To what extent can an appointed attorney act under an insurance policy and change a beneficiary designation? In the case of Re Hanson Estate, the question before the court was whether the owner of a life insurance policy who had the requisite mental capabilities but was physically disabled had the ability to validly instruct their attorney to change a beneficiary designation on their policy.
Gordon Hanson never married and had no children. In 1988, he purchased a life insurance policy valued at $100,000.00, naming his mother Yvette Hanson as the beneficiary. Gordon also executed a continuing power of attorney for property, naming his mother and brother, Richard Hanson, jointly and severally, as his attorneys for property. By 2005, Yvette Hanson had become mentally incompetent due to dementia.
In March of 1999, Gordon added his two nieces, two nephews, and a friend as beneficiaries under his policy. Just two months later, however, he revised the designation again naming his mother alone as the beneficiary.
Gordon was eventually diagnosed with multiple sclerosis. In October of 2005, he wished to change the beneficiary designation once again, naming his two nieces, two nephews, and friend as beneficiaries under the policy, excluding his mother. There were no issues with Gordon’s mental competence. However, the symptoms of multiple sclerosis made him physically unable to alter the beneficiary designation on the policy. He directed his brother, Richard, who was also his attorney for property to do so on his behalf.
As instructed, Richard changed the designation and sent the requisite form to the insurer. He also advised the insurance company that Gordon was not able to complete the form as a result of his advanced multiple sclerosis. The insurance company took no issue with it at the time. Gordon died on March 27, 2010. On April 26, 2010, the insurer advised Richard that the beneficiary designation was invalid because “the law was unclear regarding the authority of an Attorney for Property to change the beneficiary designation”.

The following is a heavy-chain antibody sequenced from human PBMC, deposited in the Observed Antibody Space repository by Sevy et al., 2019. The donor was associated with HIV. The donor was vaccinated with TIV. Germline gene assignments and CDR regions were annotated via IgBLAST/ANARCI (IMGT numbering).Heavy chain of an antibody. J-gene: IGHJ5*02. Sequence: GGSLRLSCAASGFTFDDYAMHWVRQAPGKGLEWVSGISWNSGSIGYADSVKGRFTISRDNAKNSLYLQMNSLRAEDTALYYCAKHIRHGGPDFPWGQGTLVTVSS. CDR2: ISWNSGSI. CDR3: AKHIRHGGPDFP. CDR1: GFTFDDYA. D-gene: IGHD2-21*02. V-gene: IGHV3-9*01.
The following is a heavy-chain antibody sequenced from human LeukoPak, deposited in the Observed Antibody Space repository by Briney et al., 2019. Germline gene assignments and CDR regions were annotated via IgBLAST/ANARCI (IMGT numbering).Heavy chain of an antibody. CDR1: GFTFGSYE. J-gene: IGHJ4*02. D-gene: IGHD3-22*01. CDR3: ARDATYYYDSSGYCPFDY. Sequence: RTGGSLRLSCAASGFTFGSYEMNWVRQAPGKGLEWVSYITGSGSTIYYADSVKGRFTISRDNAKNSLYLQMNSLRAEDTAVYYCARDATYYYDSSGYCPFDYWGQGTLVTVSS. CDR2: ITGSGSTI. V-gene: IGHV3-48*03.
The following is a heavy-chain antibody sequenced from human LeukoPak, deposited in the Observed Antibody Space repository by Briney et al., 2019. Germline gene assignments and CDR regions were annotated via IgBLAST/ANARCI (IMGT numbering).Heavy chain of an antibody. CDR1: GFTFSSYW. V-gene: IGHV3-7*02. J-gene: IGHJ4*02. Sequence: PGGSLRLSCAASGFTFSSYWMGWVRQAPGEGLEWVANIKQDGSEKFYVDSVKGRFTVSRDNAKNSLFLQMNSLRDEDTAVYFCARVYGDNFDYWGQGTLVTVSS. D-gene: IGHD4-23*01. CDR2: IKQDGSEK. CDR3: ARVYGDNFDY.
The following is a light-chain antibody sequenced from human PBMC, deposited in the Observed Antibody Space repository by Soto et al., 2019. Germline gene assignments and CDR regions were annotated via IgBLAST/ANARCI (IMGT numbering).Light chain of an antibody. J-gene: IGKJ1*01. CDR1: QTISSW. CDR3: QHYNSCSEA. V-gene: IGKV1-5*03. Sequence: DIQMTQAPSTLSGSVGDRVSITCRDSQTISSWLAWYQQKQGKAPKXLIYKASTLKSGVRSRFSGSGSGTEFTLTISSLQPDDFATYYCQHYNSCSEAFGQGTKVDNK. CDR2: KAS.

Gordon’s will made no reference to the life insurance policy. His executor died in 2012 and the funds remained in court. His mother, died intestate on May 2, 2013 and her trustee claimed that the insurance proceeds belong to her estate.
The Substitute Decisions Act
Section 7(2) of the Substitute Decisions Act, SO 1992, c30, sets out the authority an attorney has under a continuing power of attorney, such that the person named as attorney can do anything on the grantor’s behalf with respect to property that the grantor could do, if capable, except make a will.
The judge in this case decided that the Substitute Decisions Act has no application in this case because Richard was not acting pursuant to the power of attorney, but rather at Gordon’s direction.
The question the insurer should have asked was whether the beneficiary designation was a valid declaration pursuant to the requirements of the Insurance Act.
The Court considered whether it was necessary for an insured to physically sign the declaration. Justice Pierce found that Richard’s change in beneficiary designation in accordance with the Insurance Act was valid. Accordingly, Gordon’s two nieces and nephews and his friend were the beneficiaries of Gordon’s life insurance policy.
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